The past few months have seen one of the most dramatic shifts in the security and political calculus in Europe: 2022 has become the year when the European continent was shaken by the largest military invasion since World War II. In parallel to the war in Ukraine, in the very heart of Europe, we have seen widespread disinformation campaigns about the European Union in Eastern Partnership countries, where Russia tries to pervert the EU as a threat to national identity, religion, traditional values, and beliefs.
In the face of Russia’s aggressive anti-western propaganda campaigns, which endanger the democratic development and European integration of the Eastern Partnership region, it is all the more important to promote EU values and the EU’s positive role in the region among vulnerable groups. The ‘EU4Youth Alumni Network’, which brings together approximately 90 young beneficiaries of the Erasmus+ Youth and European Solidarity Corps, EU4Youth grant projects, and the Young European Ambassadors (YEA) Network, can play a vital role in countering disinformation and providing disadvantaged youth groups with accurate information about the European Union and the opportunities it offers to them.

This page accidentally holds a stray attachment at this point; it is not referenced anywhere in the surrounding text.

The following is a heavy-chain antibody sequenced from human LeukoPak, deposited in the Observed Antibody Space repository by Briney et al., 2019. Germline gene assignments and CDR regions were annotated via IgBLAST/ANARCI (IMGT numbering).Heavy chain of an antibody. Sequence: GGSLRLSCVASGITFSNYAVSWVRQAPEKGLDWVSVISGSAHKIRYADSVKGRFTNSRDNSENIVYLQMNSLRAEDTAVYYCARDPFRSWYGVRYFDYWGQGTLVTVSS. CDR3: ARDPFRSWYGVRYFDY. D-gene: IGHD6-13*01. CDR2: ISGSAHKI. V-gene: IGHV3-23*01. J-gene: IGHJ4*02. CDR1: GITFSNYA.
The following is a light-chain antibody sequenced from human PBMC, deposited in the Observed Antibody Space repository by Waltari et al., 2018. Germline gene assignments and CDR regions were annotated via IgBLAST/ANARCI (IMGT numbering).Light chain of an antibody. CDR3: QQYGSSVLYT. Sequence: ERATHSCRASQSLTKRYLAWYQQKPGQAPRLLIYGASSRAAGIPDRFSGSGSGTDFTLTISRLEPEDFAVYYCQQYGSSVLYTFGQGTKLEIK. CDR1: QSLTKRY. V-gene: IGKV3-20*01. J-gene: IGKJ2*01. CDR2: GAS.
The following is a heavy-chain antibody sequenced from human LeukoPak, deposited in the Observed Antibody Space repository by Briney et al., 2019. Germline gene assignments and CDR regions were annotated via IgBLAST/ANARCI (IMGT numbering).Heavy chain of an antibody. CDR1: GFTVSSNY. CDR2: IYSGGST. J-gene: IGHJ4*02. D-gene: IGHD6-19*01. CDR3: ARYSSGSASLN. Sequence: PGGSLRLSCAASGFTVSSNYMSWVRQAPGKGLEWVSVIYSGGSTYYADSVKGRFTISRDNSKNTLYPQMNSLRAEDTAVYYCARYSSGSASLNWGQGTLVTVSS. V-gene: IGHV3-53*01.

With these objectives in mind, Giorgi Agirbaia, a Georgian member of the EU4Youth Alumni Network, and Lika Merabishvili, a Young European Ambassador from Georgia, in cooperation with partner organisations ProActive Group Georgia, Space for Education and Development and with the support of the European Union in Georgia, and the YEAs initiative, have implemented a six-month-long project “More EUrope – More Opportunities” for 30 young Georgians from socially and economically disadvantaged backgrounds of different regions of Georgia.